Too often disregarded as a child’s medium, the beauty of a great animated flick can transcend age and genre — with a range of absolute classics being cartoons! Damn, what a world we live in.
Finding Nemo (2003)
While it was a big part of my childhood movie intake, I can’t really find the time for kid’s movies anymore — except for when the new Pixar one rolls out. Truly the masters of the genre, the studio is behind all three of my picks today, but Finding Nemo tops them all. A wonderful selection of colourful characters, a hilarious and heartwarming story and some stunning animation that still manages to amaze 15 years later — it’s basically totally perfect.
Monsters, Inc. (2001) – The funniest film in the studio’s canon, Billy Crystal gives some of his most memorable moments here. Despite this, there is a big heart at the center of it, and is possibly one of the most original movies Pixar has made.
The Incredibles (2004) – Showing how Pixar are able to give us any genre they so choose, epitomising their legendary early-00s period, The Incredibles is one of the best superhero movies, period — with brilliant action and some hilarious moments.
Monsters, Inc. (2001)
First thing I would like to say here is: ANIMATED FILMS ARE NOT JUST FOR KIDS. Thank you. I’m gonna give multiple films the equal honour of this award, but consider Monsters Inc. top of the lot. Just about missing out on a mention in my Best Movie of All Time category, this is my favourite Pixar film. Considering how much I love that lovely, lovely studio, that is a ridiculously high honour. This is hands down the funniest Pixar movie, a colourful and in-your-face comedy flick with an oh-so lovable heart beating at its centre, with some of my favourite characters in film and countless quotable moments littered throughout its runtime. It’s the culmination of all that is brilliant about Pixar’s films.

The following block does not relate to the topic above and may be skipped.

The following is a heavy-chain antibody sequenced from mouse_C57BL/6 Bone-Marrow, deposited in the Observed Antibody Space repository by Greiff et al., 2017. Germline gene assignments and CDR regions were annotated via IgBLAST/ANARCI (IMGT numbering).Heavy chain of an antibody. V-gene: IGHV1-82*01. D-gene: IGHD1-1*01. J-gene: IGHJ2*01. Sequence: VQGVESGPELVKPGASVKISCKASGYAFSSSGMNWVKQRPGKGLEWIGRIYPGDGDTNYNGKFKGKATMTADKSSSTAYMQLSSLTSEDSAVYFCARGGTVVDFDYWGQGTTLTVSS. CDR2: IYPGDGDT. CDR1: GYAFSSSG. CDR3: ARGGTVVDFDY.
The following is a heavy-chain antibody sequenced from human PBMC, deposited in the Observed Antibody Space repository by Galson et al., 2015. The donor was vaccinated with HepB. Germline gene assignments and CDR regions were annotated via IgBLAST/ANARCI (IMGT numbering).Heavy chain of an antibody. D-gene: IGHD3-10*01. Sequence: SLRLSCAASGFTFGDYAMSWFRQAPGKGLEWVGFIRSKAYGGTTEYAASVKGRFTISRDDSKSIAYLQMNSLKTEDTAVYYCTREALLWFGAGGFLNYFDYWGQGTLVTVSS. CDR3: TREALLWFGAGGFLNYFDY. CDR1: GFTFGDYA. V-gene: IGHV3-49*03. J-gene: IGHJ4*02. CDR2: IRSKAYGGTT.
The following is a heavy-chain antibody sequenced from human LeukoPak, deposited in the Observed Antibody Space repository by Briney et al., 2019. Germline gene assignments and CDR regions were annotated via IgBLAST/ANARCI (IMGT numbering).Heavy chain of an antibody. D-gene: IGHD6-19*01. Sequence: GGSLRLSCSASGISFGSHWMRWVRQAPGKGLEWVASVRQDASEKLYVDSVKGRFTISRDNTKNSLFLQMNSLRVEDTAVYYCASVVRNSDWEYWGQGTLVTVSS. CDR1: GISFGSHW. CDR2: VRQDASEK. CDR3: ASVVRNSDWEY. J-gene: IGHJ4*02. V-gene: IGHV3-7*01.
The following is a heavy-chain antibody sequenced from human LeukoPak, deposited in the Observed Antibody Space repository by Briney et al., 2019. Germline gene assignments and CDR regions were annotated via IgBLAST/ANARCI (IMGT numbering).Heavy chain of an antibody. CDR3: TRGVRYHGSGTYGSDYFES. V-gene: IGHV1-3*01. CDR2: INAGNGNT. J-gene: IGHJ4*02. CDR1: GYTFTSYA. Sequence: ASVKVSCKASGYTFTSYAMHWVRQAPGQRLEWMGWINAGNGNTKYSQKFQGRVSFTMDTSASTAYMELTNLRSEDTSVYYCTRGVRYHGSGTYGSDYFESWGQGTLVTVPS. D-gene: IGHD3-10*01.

Chicken Run (2000)
I announced in school how much I love this film and people laughed. UNCULTERED SWINE. *ahem* But seriously, this is the grand shining beacon of our very own, Bristol-based Aardman’s work. Chicken Run is an absolute marvel in animation, making it a true spectacle as well as just a pleasant, and ridiculously fun watch.
The Incredibles (2004)
Probably the second best Pixar film (aside from Toy Story 2, which I’ve given a different honour) The Incredibles is the studio’s most quick-witted, fast and fun film, with the comedy writing at its finest and the chemistry of the characters in the family working so well. This may well be the greatest superhero movie aside from The Dark Knight.
The Iron Giant (1999)
One of the most underappreciated films in history, this one. Charming and lovable, The Iron Giant has high-wit comedy, a genuinely emotional story and well-realised characters at its disposal. Every fan of animated cinema, or, film in general, should watch this if they haven’t already.
Toy Story (1995)
I feel disappointed I couldn’t wrangle Ratatouille into this spot but I think I’d feel worse leaving Toy Story out. The mother of all Pixar films, this was the first and still one of the best they’ve produced. The animation was so impressive for the time and it still looks pretty good to this day, and I think that’s a testament to how well made a film this is.
Belleville Rendez-Vous (2003)
Not a silent film, but there’s effectively no talking throughout, which is actually totally fine because all the storytelling is done visually in a unique and beautiful style that utilises exaggerated features and muted, earthy colours. Not only is this film really funny, it’s also got an intriguing story involving kidnapping and blowing up frogs – literally.